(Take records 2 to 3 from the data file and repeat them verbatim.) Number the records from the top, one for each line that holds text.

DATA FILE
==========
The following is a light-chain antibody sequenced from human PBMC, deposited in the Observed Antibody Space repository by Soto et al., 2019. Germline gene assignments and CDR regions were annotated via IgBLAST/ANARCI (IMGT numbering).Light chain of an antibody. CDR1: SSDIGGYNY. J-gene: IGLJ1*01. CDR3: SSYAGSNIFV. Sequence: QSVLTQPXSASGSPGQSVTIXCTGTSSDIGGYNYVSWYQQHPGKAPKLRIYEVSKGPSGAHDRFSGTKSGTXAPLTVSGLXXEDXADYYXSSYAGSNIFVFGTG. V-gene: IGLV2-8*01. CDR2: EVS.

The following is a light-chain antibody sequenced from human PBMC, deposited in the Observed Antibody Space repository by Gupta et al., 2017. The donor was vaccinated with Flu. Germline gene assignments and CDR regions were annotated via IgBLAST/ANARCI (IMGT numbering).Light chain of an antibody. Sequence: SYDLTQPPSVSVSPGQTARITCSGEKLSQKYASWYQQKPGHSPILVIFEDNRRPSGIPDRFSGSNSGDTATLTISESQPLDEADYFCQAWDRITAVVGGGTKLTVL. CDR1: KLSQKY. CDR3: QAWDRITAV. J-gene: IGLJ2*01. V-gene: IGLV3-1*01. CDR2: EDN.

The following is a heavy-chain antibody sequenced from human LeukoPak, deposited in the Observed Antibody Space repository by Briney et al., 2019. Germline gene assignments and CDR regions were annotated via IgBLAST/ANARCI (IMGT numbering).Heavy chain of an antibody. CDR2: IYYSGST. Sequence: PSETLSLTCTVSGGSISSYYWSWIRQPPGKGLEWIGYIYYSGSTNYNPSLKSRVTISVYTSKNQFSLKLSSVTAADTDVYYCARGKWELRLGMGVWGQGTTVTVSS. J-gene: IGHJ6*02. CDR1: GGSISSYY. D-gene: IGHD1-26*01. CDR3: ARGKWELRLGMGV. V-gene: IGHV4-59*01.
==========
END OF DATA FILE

The following is a light-chain antibody sequenced from human PBMC, deposited in the Observed Antibody Space repository by Gupta et al., 2017. The donor was vaccinated with Flu. Germline gene assignments and CDR regions were annotated via IgBLAST/ANARCI (IMGT numbering).Light chain of an antibody. Sequence: SYDLTQPPSVSVSPGQTARITCSGEKLSQKYASWYQQKPGHSPILVIFEDNRRPSGIPDRFSGSNSGDTATLTISESQPLDEADYFCQAWDRITAVVGGGTKLTVL. CDR1: KLSQKY. CDR3: QAWDRITAV. J-gene: IGLJ2*01. V-gene: IGLV3-1*01. CDR2: EDN.

The following is a heavy-chain antibody sequenced from human LeukoPak, deposited in the Observed Antibody Space repository by Briney et al., 2019. Germline gene assignments and CDR regions were annotated via IgBLAST/ANARCI (IMGT numbering).Heavy chain of an antibody. CDR2: IYYSGST. Sequence: PSETLSLTCTVSGGSISSYYWSWIRQPPGKGLEWIGYIYYSGSTNYNPSLKSRVTISVYTSKNQFSLKLSSVTAADTDVYYCARGKWELRLGMGVWGQGTTVTVSS. J-gene: IGHJ6*02. CDR1: GGSISSYY. D-gene: IGHD1-26*01. CDR3: ARGKWELRLGMGV. V-gene: IGHV4-59*01.